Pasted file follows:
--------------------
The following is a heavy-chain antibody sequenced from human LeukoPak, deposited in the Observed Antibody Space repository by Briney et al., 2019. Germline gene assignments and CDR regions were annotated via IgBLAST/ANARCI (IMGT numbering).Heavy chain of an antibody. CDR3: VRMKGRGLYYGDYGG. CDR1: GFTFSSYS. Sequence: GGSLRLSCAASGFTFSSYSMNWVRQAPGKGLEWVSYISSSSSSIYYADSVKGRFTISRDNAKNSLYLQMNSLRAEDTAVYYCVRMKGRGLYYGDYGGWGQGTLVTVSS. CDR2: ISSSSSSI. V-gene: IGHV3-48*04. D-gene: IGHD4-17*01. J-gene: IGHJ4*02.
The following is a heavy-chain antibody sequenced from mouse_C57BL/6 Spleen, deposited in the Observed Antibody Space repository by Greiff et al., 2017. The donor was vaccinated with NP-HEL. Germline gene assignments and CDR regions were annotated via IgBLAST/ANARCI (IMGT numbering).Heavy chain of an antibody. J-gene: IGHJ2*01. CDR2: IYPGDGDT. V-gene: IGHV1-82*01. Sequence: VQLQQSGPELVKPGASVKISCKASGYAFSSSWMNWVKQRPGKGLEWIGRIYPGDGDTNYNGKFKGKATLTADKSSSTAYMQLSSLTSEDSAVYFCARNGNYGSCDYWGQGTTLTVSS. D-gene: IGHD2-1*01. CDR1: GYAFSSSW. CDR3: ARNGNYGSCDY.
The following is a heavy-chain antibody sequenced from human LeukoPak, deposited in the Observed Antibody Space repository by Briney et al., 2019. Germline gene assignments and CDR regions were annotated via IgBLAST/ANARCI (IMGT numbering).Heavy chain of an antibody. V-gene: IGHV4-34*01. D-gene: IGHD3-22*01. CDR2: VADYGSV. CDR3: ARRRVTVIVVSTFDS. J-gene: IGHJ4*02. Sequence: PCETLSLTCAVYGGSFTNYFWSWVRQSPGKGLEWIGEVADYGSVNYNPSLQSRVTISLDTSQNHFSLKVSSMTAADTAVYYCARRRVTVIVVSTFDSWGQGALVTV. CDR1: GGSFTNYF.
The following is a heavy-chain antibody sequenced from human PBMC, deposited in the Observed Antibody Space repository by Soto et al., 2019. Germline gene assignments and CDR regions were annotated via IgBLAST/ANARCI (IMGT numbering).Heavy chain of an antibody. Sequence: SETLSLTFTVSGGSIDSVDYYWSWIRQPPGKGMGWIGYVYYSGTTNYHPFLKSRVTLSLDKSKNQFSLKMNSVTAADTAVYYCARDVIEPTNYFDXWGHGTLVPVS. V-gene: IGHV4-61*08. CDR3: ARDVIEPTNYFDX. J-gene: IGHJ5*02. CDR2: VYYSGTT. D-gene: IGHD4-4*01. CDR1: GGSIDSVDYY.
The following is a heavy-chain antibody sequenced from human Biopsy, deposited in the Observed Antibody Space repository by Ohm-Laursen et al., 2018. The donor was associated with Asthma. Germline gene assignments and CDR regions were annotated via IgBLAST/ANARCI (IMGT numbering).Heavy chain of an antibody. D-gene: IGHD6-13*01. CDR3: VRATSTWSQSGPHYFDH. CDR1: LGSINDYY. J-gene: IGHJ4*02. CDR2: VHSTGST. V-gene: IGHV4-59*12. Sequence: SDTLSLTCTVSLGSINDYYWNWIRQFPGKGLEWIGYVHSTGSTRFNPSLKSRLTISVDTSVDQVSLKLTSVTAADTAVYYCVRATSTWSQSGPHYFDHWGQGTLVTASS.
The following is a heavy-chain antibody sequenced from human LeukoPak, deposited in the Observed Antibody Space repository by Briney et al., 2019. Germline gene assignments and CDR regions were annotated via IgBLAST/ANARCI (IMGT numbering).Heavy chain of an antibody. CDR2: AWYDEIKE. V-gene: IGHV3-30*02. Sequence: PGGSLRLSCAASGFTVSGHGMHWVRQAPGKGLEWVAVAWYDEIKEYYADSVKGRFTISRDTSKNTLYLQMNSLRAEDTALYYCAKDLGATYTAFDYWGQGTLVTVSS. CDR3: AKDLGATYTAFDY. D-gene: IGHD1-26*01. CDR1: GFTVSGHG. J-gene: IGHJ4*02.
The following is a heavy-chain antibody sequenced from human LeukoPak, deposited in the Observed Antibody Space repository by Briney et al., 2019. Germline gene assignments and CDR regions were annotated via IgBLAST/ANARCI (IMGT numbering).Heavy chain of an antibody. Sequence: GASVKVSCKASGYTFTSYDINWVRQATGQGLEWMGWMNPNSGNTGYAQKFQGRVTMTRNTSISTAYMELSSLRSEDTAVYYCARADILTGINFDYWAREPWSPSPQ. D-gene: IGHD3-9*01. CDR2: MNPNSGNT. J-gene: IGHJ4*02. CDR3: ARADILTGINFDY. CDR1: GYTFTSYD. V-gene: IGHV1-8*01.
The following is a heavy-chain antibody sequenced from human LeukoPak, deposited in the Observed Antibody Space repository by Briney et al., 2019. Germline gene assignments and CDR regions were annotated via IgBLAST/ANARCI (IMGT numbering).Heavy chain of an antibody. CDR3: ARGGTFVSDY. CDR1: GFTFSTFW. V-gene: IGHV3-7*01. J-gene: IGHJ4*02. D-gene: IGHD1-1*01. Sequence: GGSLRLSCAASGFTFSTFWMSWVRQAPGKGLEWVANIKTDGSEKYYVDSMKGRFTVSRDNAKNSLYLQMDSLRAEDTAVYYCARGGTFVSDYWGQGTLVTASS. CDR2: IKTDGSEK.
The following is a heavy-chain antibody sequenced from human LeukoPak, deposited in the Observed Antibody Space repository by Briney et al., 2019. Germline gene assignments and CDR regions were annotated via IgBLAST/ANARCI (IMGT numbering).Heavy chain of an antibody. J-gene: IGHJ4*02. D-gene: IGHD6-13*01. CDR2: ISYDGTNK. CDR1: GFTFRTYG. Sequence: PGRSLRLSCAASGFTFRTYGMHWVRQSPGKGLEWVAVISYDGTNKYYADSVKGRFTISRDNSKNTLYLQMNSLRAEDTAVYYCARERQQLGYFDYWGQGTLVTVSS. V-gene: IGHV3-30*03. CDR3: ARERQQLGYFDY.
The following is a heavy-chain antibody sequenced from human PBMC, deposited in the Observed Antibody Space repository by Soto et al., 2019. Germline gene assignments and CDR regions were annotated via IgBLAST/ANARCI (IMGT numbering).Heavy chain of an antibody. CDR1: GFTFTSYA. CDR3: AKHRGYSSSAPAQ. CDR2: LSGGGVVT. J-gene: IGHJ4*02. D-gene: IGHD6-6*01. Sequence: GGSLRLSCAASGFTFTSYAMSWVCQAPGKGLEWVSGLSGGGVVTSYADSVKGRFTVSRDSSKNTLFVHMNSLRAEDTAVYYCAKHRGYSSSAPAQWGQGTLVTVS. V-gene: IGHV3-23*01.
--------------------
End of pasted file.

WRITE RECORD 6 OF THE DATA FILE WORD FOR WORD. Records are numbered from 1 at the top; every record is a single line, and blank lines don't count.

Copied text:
The following is a heavy-chain antibody sequenced from human LeukoPak, deposited in the Observed Antibody Space repository by Briney et al., 2019. Germline gene assignments and CDR regions were annotated via IgBLAST/ANARCI (IMGT numbering).Heavy chain of an antibody. CDR2: AWYDEIKE. V-gene: IGHV3-30*02. Sequence: PGGSLRLSCAASGFTVSGHGMHWVRQAPGKGLEWVAVAWYDEIKEYYADSVKGRFTISRDTSKNTLYLQMNSLRAEDTALYYCAKDLGATYTAFDYWGQGTLVTVSS. CDR3: AKDLGATYTAFDY. D-gene: IGHD1-26*01. CDR1: GFTVSGHG. J-gene: IGHJ4*02.